Black and White and Dead All Over
Last weekend, we headed down to the Newseum for a new documentary, BLACK AND WHITE AND DEAD ALL OVER.
Having attended Silverdocs (a film festival that exclusively shows documentaries) last year, and having watched dozens of them on our own, outside of the festival, we have become something of documentary snobs. We talk a lot about whether the subject is worth the investment of time, whether the story is told in interesting ways, whether new facts were illuminated, whether the movie itself was enjoyable as a movie. We have pretty strong opinions — and sometimes they differ from the critics’.
BAWADAO got a solid B from us.
It is subtitled “A Film About the End of American Newspapers”. As a unifying features, it shows a map of the United States, with dots placed to show cities where newspapers have been severely curtailed or, in some cases, shut down forever. The film cites various statistics, including the average age of readers (55, and growing older).
But that’s not really what the film is about.
BAWADAO is about the death of *investigative journalism*. It’s about those reporters who invest months — sometimes a year or more — in developing a story, ferreting out injustice, exposing bad government. Investigative journalism is very expensive for newspapers; it requires fronting salaries for months, along with the costs of the actual investigations. It is the very opposite of tweets and Facebook and other social media news.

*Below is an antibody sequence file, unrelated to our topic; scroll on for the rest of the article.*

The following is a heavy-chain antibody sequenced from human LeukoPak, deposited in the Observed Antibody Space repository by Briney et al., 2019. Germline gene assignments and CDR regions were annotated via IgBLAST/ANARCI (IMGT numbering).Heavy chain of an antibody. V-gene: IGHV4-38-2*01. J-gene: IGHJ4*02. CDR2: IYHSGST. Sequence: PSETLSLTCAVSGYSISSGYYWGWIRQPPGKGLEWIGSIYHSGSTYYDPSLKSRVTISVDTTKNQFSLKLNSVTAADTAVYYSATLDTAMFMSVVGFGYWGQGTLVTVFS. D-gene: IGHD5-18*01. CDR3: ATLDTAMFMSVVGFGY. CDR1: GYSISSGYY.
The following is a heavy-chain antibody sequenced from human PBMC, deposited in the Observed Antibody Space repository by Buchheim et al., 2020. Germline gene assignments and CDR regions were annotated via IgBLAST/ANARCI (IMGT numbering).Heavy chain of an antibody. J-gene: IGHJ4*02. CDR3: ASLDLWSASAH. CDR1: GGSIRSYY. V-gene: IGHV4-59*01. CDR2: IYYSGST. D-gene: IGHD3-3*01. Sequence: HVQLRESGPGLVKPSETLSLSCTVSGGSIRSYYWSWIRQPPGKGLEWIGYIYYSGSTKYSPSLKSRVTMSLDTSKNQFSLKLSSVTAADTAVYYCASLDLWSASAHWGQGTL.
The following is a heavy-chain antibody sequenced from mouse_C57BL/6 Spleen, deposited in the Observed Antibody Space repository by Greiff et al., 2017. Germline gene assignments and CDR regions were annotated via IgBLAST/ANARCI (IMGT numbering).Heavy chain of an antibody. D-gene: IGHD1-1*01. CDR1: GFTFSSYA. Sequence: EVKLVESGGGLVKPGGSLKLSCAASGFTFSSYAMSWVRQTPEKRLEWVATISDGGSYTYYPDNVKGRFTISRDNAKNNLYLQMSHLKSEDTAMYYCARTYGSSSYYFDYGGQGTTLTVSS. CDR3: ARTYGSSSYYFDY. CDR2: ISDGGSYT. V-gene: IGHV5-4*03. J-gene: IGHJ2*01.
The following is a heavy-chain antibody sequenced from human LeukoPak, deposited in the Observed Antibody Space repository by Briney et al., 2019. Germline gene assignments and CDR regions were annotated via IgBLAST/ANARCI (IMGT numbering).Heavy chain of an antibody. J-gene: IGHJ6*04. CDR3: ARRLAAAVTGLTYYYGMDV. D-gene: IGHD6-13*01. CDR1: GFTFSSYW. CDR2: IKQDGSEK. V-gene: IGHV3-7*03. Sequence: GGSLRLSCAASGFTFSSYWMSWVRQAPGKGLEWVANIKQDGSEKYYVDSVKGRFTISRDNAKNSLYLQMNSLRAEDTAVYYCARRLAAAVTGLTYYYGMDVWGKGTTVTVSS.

BAWADAO tracks two investigative journalists from the Philadelphia Daily News, telling their story — both the Pulitzer-Prize-winning series that they wrote and their precarious job position. The film spends a *lot* of time talking about Philly papers, about how they’ve been bought and sold five times in six years, about how hedge fund managers make lousy publishers.
These are all part and parcel of the problem. But ultimately, the film claims too much when it says it’s about the (absolute) end of (all) American newspapers.
The Newseum welcomed us to the screening, handing out totebags with the slogan from the movie (“Democracy dies in darkness”.) The bags also contained a copy of that day’s Washington Post, a bottle of water, and a bag of SmartFood popcorn (you know, so we could enjoy popcorn and a drink at the movies.)
In fact, we’d already read that day’s Post (even though we’re younger than the 55-average-age.) How about you? When was the last time that you read a print paper? How about a mainstream paper, online? From where do you get your news?